What Skydivers Don’t Know About The Holes in the Sides of Their Heads
There are plenty of things in this life that you don’t want to hear. I know.
Your girlfriend telling you she’s leaving you for her co-worker who buys roses instead of jump tickets. The wind tunnel peanut gallery tittering at your epic layout biff. The dude at the bonfire yammering on about his siiiiiick proxy flight in his brand-new sponsored Air Mattress 4.
But what if you never got to hear anything at all anymore? And what if it was your fault?
If you want to keep the good sounds coming in to your skyward-tilting brain, you’d better take some responsibility. There are probably some things you don’t know about the holes alongside your head, after all.
1. Hearing loss is forever.
Once you’ve damaged the lining of your inner ears, there’s nothing that can be done to bring it back. There’s no medication to bring your old ears back -- nor is there a surgery that sets things straight.
Hearing loss that’s attributable to skydiving happens because of damage to the cilia of the inner ear. (Cilia are the tiny, hair-like cells that vibrate with the pressure of sound waves and tell the brain about it.) Too much exposure to those waves wears them right out. Once they can’t wiggle anymore, it’s over. They don’t bounce back.
2. You might go crazy, too.
Alongside general hearing loss, you might get a bonus symptom: tinnitus. If the cilia are bent or broken due to excessive sound exposure, they can dribble out random electrical impulses to your brain, causing you to hear sound where none exists. Basically, this results in a constant ring/roar/buzz/hiss/squeal that lives inside your head 24/7. If that sounds like hell, you’re absolutely right.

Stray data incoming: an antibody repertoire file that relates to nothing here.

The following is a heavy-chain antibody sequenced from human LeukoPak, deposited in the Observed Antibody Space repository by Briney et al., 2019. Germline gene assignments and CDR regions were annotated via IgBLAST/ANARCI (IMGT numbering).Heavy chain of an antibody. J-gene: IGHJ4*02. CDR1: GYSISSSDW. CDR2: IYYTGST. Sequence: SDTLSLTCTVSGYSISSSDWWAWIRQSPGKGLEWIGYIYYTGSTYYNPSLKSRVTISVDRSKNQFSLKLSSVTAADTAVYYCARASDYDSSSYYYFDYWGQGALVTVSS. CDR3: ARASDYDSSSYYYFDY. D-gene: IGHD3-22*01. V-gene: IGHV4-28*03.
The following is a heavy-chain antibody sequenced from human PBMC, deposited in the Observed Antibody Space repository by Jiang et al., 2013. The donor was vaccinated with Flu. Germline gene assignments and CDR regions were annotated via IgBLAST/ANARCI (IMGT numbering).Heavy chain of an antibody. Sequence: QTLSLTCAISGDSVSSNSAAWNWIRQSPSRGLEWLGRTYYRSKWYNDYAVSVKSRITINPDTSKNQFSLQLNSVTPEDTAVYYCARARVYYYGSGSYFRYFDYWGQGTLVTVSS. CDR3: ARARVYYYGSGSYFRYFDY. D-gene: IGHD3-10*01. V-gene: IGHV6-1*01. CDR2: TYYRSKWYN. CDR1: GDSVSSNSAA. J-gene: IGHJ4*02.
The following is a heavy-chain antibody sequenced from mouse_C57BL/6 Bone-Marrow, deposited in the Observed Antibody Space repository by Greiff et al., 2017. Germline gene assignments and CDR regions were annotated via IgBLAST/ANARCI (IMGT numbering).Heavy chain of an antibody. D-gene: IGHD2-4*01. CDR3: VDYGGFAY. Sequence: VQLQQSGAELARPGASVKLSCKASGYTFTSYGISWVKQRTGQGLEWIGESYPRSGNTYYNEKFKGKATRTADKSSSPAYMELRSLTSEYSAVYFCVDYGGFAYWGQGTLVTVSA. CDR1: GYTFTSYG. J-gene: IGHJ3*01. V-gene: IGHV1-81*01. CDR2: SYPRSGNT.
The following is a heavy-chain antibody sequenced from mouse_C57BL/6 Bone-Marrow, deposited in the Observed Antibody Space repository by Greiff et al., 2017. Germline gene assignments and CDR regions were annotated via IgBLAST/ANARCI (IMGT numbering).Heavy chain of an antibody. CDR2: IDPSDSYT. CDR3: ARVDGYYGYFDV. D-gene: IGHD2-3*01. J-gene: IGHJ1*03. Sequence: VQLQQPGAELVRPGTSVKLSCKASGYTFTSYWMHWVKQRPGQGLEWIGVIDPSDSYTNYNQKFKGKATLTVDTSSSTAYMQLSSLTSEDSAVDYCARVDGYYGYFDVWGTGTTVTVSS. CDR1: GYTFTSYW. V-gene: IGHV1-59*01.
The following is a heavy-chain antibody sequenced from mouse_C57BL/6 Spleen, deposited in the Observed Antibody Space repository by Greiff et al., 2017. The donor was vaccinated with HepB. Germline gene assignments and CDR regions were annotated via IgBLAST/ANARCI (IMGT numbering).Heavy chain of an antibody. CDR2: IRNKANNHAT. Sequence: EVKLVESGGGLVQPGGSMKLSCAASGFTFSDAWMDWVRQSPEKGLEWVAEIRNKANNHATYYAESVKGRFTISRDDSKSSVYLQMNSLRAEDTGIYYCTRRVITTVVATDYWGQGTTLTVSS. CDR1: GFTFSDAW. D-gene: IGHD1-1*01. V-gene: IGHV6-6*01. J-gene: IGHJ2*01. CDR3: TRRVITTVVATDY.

3. It’s louder up there than you think.
Decibel levels are not linear; they’re logarithmic. Linear measures are measured with addition and subtraction (for example: four miles is twice as long as two miles). Logarithmic measures ratchet up by factors of ten. This means that every increase of 10 on the decibel scale represents a 10-fold increase in the intensity of the sound it measures. Noise that clocks in at 20dB is 10 times louder than a sound of 10dB. 30dB? 100 times louder...so look differently at decibel measures than you do at the numbers in your bank account.
The noise we’re subjected to on the ride up hovers over 90dB -- which government standards decree is only healthy for around seven and a half minutes. We’re in the tin can for 20-30. You do the math.
4. Monotony is worse than variety.
I used to produce music videos for a living (which is less fun than you’d think, but that’s another, boozy story). The production team was always required to provide the crew and talent with earplugs; if the production assistant forgot them, it was crucifixion time. That’s because OSHA, the US Occupational Safety and Health Administration, enforces requirements limiting workers’ exposure to a time-weighted average noise level of anything over 85 dB.
As skydivers, we don’t have to listen to that same damn godawful excuse for a song over and over (thank god), but we’re actually exposed to something that’s actually worse for our health than boy bands: level monotony. A long exposure to a same-pitch drone -- such as engine noise -- is more damaging than sounds that change in pitch, like loud music. The droning sound wears away at the cilia with the same sound waves, like waves crashing on the same part of a beach over and over in the same way.
5. You can plug your holes.
Many skydivers wear earplugs from gear-up to landing. Some take them out for freefall; others take them out for the canopy ride. Figure out what works for you and allows you to reliably receive information from your audible. It takes some discipline (or self-tricksiness) to remember, but it will help you in the long run. Try keeping a pair taped to your altimeter to help you remember to put them in.
Helmets with padding over the ears are less effective than earplugs, but they can still help.
6. You don’t need expensive earplugs to skydive.
The drugstore cheapies will do. When you place them, make sure they’re snug -- but that you can still feel them move around when you slide your jaw around (so you can equalize pressure, if necessary).
7. You can still pretend you can’t hear.
When Siiiiick Wingsuit Proxy Guy looks at you, ever hopeful for adulation, you can still give him back a confused “huh?” and wander off.
Better yet: take your earplugs to the bonfire.
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